What teachers must do when schools re-open

What teachers must do when schools re-open

Teachers will have to be extraordinary empathetic and put themselves in the shoes of the students

A Boston Consulting Group Study on prolonged school closure revealed that the effectiveness and penetration of efforts made towards online education have remained ‘‘woefully inadequate’’ across the country with 40%-70% students not having devices at home. The study also reported that 80% teachers expressed “impossibility” of maintaining an emotional connection with the students and 90% of teachers found it impossible to assess students online. Regarding mental health, the study revealed that 1/3rd of Primary School students and half of Secondary School students suffered from mental health issues.
On learning losses, Jaime Saavedra, World Bank Global Director for Education, said, “The loss of learning that many children are experiencing is morally unacceptable. And the potential increase of Learning Poverty might have a devastating impact on future productivity, earnings and wellbeing for this generation of children and youth, their families and the world economies.” Research says that loss of 1 year’s schooling is approximately equal to 9% lower future earnings.
The UNICEF in its report on International Education Day (24 January 2022) presented a disturbing picture of the effect of the pandemic on education globally. Robert Jenkins, UNICEF Chief of Education, said, “In March, we will mark two years of COVID-19-related disruptions to global education. Quite simply, we are looking at a nearly insurmountable scale of loss to children’s schooling.” The statistics presented in the report demand what Jerkins called “intensive support” to enable the students to recover the lost education. To this end Jerkin says, “Students need intensive support to recover lost education. Schools must also go beyond places of learning to rebuild children’s mental and physical health, social development and nutrition.”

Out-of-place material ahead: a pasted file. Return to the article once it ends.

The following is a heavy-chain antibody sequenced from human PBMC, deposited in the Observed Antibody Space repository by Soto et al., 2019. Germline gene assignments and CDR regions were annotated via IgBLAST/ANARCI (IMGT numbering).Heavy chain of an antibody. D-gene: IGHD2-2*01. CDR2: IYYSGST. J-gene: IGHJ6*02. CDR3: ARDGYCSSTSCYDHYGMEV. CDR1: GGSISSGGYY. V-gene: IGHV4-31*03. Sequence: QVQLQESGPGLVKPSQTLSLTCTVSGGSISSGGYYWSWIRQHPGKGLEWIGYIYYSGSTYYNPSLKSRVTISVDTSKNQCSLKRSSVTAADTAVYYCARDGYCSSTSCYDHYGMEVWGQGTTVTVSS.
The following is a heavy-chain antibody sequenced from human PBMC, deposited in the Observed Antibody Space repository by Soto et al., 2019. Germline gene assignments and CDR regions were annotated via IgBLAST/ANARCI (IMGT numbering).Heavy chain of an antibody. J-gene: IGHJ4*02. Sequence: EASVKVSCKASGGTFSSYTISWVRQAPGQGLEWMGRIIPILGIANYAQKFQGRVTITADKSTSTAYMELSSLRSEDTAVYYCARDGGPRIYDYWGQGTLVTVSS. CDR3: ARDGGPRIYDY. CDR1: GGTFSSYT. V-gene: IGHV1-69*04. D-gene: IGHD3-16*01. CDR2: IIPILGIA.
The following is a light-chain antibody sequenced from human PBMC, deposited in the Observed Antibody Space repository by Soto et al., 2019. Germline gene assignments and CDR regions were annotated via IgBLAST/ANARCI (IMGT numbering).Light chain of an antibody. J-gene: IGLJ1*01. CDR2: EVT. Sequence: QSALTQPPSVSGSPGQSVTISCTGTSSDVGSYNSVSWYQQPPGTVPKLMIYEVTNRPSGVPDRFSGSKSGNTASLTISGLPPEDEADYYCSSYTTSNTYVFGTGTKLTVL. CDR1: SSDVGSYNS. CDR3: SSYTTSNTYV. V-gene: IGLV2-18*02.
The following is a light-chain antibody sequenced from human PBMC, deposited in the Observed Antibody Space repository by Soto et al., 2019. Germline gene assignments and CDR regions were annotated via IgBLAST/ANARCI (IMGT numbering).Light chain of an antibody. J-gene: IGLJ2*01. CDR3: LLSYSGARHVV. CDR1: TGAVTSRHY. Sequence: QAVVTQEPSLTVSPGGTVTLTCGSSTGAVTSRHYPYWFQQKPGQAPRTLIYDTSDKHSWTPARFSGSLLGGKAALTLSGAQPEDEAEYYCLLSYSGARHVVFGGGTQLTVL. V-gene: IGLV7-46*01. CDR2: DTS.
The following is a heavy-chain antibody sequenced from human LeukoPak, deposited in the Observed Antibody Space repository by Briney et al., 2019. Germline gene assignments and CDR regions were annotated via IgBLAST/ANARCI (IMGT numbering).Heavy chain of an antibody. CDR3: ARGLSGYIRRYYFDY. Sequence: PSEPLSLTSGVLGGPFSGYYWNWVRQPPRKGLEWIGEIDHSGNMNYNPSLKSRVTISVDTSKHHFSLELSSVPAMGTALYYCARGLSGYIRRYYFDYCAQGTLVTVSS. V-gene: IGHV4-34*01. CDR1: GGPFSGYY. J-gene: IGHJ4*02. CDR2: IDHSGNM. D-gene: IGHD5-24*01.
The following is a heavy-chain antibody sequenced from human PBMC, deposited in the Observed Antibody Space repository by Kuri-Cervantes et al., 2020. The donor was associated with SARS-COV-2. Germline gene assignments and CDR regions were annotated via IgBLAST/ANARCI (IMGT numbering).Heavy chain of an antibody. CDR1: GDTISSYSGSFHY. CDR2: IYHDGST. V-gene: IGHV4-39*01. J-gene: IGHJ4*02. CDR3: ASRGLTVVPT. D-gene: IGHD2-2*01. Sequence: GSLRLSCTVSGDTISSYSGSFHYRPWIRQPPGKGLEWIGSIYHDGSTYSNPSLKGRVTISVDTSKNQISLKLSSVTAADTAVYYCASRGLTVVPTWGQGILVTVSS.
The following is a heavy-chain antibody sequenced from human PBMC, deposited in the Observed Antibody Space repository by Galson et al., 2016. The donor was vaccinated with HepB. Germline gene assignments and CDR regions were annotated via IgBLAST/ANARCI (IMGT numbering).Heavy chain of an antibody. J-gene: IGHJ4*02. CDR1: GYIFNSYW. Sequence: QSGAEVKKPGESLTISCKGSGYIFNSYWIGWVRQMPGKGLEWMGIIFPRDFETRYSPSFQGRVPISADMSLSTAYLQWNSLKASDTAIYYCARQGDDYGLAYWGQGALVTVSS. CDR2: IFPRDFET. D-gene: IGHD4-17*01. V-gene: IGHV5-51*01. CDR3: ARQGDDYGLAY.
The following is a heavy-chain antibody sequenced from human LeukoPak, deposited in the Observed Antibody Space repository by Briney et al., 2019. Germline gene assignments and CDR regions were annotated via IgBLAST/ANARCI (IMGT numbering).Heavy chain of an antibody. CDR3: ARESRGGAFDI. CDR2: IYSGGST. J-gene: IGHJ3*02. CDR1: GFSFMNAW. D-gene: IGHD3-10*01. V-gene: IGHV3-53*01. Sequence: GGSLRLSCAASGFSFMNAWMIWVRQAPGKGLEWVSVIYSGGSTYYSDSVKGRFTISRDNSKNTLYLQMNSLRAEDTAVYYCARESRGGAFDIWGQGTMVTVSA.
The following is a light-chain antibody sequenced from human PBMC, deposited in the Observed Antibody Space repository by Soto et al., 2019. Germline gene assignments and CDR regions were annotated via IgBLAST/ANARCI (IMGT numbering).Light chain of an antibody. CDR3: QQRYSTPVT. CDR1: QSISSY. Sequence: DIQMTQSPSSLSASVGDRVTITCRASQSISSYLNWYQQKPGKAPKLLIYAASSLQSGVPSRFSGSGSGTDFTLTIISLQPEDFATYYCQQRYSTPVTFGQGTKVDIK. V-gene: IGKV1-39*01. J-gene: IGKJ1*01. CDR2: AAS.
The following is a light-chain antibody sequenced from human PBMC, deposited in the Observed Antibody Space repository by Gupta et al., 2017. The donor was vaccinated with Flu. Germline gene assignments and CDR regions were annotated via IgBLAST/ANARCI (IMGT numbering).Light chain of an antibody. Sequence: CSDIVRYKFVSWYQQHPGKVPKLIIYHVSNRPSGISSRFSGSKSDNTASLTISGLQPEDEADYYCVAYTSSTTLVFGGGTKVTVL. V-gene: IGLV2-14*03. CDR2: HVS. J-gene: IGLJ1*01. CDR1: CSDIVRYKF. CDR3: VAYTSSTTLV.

In the Economic Survey of India 2021-22 it was pointed out that the pandemic led to increased digital divide between the haves and have-nots. Children from poorer sections faced issues such as unavailability of smartphones or network or connectivity issues. The ASER 2021 report also found that during the pandemic, children (age 6-14 years) not currently enrolled in schools increased from 2.5 per cent in 2018 to 4.6 per cent in 2021.
The “insurmountable loss” as termed in the UNICEF report can hardly be recovered without taking drastic steps. Today, despite the Omicron variant, schools are open in the majority of countries, and are being opened in many parts of India supported by health and safety protocols and vaccination programmes. The costs of keeping schools shut are tremendous in terms of learning losses, health and well-being, and drop-outs. Prioritising education as a public good is crucial to avoid a generational catastrophe and to drive a sustainable recovery. To prevent further loss and mitigate the learning crisis, opening of schools should be given top priority. The UNICEF chief has said that closing schools should be “the measure of last resort.”
Education, being a cumulative process, ought to keep pace with time and the failure of the same results in serious and lasting repercussions. Loss of 2 to 3 complete academic years due to closure of schools has, as reflected above in the reports, researches and studies, manifested itself in terms of widened learning loss, serious effects on the mental health of children, increased dropout rates, reduced access to regular sources of nutrition, increased risk of child abuse, and increased divide between haves and have-nots. Schooling is not all about teaching but involves the holistic development of children. The culture of schooling disciplines students, ensures their physical, mental, social and ethical development.